2 min read

Create Animations in PDF Documents Using R

Since animation 1.0-9, we will be able to create a PDF document with an animation embedded in it; the function is saveLatex(), and its usage is similar to saveMovie() and saveSWF(): you pass an R expression for creating animations to this function, and this expression will be evaluated in the function; the image frames get recorded by a graphics device. In the end, a LaTeX document is written in a directory, and we can get a PDF document by running pdflatex on the document.

In fact, the key point is the LaTeX package named animate, which can be used to insert image frames into a PDF document to generate an animation. The interface of animations created by this package is quite similar to the HTML animation page by the R package animation, moreover, it also uses JavaScript (in PDF) to animate the image frames.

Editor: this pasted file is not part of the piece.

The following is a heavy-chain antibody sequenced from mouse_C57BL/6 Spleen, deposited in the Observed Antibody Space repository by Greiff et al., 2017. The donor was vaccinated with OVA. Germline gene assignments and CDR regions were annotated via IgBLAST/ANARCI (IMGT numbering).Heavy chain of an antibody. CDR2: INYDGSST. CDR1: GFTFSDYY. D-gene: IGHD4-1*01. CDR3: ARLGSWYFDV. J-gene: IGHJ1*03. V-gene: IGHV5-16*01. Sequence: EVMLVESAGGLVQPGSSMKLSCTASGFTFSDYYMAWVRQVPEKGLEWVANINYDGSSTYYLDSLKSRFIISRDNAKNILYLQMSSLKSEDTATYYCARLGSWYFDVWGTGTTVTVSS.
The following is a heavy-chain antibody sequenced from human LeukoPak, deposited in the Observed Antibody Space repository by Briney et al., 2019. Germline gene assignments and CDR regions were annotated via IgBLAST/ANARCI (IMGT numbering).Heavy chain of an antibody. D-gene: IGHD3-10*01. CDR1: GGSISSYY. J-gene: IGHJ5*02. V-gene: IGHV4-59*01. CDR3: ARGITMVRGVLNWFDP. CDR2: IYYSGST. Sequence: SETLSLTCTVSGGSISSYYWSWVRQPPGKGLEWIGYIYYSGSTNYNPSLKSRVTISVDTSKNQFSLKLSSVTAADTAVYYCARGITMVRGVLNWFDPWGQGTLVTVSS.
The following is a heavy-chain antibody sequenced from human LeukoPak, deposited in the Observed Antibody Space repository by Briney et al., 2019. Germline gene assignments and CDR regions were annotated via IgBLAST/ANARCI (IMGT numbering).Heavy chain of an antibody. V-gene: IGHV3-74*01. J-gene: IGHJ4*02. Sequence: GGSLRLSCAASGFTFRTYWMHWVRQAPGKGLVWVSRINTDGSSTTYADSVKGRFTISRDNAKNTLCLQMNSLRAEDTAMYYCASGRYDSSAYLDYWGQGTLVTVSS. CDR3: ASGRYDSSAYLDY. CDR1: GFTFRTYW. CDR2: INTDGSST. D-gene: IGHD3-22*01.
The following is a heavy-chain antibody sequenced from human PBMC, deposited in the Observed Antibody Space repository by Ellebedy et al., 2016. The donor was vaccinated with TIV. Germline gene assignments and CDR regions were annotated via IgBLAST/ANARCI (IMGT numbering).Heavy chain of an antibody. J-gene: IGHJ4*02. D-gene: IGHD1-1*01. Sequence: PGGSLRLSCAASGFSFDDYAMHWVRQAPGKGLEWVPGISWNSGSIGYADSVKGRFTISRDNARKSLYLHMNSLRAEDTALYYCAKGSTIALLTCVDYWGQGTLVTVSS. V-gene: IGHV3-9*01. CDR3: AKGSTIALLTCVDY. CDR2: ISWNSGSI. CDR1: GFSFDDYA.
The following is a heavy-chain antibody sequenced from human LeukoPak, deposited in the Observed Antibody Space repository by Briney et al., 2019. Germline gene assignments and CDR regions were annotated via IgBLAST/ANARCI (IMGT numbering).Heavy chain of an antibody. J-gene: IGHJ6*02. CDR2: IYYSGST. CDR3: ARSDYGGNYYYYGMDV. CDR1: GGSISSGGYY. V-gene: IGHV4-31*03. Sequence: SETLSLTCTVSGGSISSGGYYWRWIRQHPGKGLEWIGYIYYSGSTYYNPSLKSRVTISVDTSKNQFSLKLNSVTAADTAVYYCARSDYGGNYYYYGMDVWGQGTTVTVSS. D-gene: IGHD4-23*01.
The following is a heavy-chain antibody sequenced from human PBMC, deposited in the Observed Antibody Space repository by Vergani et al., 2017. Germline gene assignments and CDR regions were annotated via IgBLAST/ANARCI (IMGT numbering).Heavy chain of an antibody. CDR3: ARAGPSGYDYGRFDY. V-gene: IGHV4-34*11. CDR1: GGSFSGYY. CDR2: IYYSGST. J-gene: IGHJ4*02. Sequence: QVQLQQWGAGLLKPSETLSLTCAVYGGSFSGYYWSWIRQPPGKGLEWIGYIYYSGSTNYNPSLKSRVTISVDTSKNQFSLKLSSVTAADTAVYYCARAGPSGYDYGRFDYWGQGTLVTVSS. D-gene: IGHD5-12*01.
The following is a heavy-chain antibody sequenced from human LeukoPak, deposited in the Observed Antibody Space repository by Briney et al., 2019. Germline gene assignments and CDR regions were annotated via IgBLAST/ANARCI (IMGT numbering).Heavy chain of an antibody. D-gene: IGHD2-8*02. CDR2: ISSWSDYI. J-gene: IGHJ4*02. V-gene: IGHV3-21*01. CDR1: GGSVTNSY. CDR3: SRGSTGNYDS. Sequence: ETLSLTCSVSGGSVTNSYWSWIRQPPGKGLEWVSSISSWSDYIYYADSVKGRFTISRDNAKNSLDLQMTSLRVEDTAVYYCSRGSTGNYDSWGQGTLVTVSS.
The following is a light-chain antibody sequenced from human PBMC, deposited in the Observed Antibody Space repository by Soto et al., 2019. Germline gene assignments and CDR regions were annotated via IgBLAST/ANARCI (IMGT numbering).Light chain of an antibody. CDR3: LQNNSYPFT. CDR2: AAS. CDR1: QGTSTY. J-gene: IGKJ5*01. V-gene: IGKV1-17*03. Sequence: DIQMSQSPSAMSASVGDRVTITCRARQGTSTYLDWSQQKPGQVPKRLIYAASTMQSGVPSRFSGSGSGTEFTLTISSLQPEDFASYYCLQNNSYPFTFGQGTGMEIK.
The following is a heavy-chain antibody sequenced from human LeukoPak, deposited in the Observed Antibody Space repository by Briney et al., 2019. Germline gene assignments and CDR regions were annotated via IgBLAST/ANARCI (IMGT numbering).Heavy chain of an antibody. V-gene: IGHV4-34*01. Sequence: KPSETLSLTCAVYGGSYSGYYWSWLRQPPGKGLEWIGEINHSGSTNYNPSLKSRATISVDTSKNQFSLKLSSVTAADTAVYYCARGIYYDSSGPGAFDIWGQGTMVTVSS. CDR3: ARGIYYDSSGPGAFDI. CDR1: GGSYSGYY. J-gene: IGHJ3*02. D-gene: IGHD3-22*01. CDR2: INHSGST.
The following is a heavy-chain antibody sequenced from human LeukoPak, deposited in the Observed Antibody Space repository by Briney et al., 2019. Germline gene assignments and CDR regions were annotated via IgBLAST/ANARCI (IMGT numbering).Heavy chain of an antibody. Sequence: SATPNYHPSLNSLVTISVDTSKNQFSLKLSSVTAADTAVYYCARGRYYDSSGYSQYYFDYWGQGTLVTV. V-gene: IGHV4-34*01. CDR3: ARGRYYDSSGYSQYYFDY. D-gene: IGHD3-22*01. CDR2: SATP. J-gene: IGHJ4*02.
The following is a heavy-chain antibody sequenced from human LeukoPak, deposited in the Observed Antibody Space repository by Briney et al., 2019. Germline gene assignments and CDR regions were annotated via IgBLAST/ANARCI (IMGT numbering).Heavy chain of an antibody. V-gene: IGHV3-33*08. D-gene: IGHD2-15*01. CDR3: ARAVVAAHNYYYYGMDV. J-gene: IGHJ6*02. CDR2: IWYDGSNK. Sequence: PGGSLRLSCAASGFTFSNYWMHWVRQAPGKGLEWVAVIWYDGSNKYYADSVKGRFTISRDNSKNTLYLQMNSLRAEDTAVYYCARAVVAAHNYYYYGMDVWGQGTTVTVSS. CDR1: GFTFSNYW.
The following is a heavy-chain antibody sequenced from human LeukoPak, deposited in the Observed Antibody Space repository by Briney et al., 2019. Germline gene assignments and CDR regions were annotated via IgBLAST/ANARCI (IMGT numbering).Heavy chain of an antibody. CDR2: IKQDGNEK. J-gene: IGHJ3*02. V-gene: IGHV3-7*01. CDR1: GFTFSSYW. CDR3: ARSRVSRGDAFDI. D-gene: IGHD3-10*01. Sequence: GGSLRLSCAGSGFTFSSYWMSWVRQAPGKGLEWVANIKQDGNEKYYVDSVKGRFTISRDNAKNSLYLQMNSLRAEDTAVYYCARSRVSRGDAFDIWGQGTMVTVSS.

Here is an example:

oopt = ani.options(interval = 0.1, nmax = 100)
## brownian motion: note the 'loop' option and how to set graphics
#    parameters with 'ani.first'
    brownian.motion(pch = 21, cex = 5, col = "red", bg = "yellow",
        main = "Demonstration of Brownian Motion")
}, ani.basename = "BM", ani.opts = "controls,loop,width=0.8\\textwidth",
    ani.first = par(mar = c(3, 3, 1, 0.5), mgp = c(2, 0.5, 0),
        tcl = -0.3, cex.axis = 0.8, cex.lab = 0.8, cex.main = 1),
    latex.filename = "brownian.motion.tex")

The PDF document will be automatically opened if there is nothing wrong with LaTeX and your PDF viewer; if nothing happened, you can find the PDF document brownian.motion.pdf in the directory ani.options("outdir").

The animation works in Acrobat Reader, and I do not know if other PDF viewers can deal with JavaScript correctly (AFAIK, the default PDF viewer in Mac OS will not). Linux users may need to install acroread.

For those who are curious about the LaTeX source code of the above demo:

> cat(readLines(file.path(ani.options("outdir"), "brownian.motion.tex")),
+     sep = "\n")